During his fairly long academic career which spanned over more than two-and-half decades, H.M. Dahlan had trained many students and had left an indelible mark in the field of development studies in Malaysia. Together with a number of other young scholars back in the early 1970’s, he was involved in the big debate calling for a new orientation in social science in Malaysia, in particular in the fields of anthropology, sociology and psychology, which culminated in the holding of the conference entitled ‘The role and Orientation of Social Science and Social Scientists in Malaysia’ organised by Department of Anthropology and Sociology, UKM in August 1974.
His paper ‘The role and Orientation of Anthropology and Anthropologists in Malaysia’ read at the conference set the tone for a rethinking on anthropology, which till then still carried the stigma as ‘a child of colonialism’. In 1976, Dahlan edited The Nascent Malaysian Society, an early collection which attempted to capture analytically the evolving new society in Malaysia.
He then published a number of other works, namely Urbanisation in Sabah – Probing into the Urban Social Mind (1989). All of them carried the critical tone, advocating the need for a more balanced perspective in development studies and a balanced development strategy for Malaysia.
Dahlan was also a scholar-administrator, who saw the importance of a milti-disciplinary approach in social science, in particular in development studies. Thanks to his convincing scholarly arguments, UKM agreed to set up to set up the Faculty of Development Science in 1984, with Dahlan as the founding dean. He remained dean of the faculty throughout (except for a year) until his untimely death on May 30, 1997. Under his leadership, the Faculty set up four units, each responsible for a major programme, viz: Unit of Urban and Rural Studies, Unit of Economics and Management Studies, Unit of Spatial Studies, and Unit of Philosophy and Civilisation Studies.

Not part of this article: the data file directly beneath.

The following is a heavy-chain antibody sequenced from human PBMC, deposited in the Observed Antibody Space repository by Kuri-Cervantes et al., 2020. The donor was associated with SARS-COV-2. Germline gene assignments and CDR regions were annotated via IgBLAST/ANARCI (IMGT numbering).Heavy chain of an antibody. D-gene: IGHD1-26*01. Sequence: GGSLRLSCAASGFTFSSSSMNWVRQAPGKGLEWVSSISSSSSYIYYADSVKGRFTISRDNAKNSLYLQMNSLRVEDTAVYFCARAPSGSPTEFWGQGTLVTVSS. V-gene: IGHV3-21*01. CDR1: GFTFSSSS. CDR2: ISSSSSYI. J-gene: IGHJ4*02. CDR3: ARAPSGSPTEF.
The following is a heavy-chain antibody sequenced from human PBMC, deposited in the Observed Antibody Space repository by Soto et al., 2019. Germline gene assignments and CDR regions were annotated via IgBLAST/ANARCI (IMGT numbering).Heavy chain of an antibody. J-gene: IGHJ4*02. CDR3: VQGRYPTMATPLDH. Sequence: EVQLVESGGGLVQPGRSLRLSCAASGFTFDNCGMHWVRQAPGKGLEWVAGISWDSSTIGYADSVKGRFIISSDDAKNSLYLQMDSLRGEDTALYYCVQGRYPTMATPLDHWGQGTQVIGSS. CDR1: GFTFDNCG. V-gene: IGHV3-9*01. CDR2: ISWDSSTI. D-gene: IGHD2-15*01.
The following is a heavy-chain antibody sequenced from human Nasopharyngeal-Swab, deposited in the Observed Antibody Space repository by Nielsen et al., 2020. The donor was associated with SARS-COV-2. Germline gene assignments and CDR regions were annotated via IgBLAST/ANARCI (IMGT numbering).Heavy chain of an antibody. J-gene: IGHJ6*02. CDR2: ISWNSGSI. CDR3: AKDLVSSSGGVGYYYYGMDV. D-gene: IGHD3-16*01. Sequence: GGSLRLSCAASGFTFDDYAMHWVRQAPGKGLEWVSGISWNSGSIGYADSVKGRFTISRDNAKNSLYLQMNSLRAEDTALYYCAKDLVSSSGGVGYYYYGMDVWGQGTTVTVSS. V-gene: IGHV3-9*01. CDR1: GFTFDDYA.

Crisis in Anthropology
With the decline of colonialism, the social sciences in the west underwent an upheaval. New questions were posed while established conventions were challenged. Some strands in anthropology have been a springboard for radical criticism. In the 1960s and 1970s anti-colonialism and anti-capitalism have made Marxist social science a major vehicle of the criticism.
The social and political crises were attributed to the crisis of modern capitalism. Various academic disciplines were under scrutiny and found to be flawed to explain the various social dilemmas of the time. This had ramifications in Malaysia too, as few students at home and abroad were following the theoretical and paradigmatic changes. A number of these student activists later joined academia in Malaysia. They were mainly of the ‘May 1968’ generation.
A significant event of the 1960s and 1970s period was the continual upheaval of the social sciences, including social anthropology in the west which also brought with it division within the critics of the old orthodoxies. A series of criticism against anthropology by the greats such as Raymond Firth and Kathleen Gough have not been able to bring the unity of the academic discipline. Instead, it resulted in fragmentation. A paradigm ‘war’ broke out as a consequence. It was a disfiguring episode of sort for anthropology.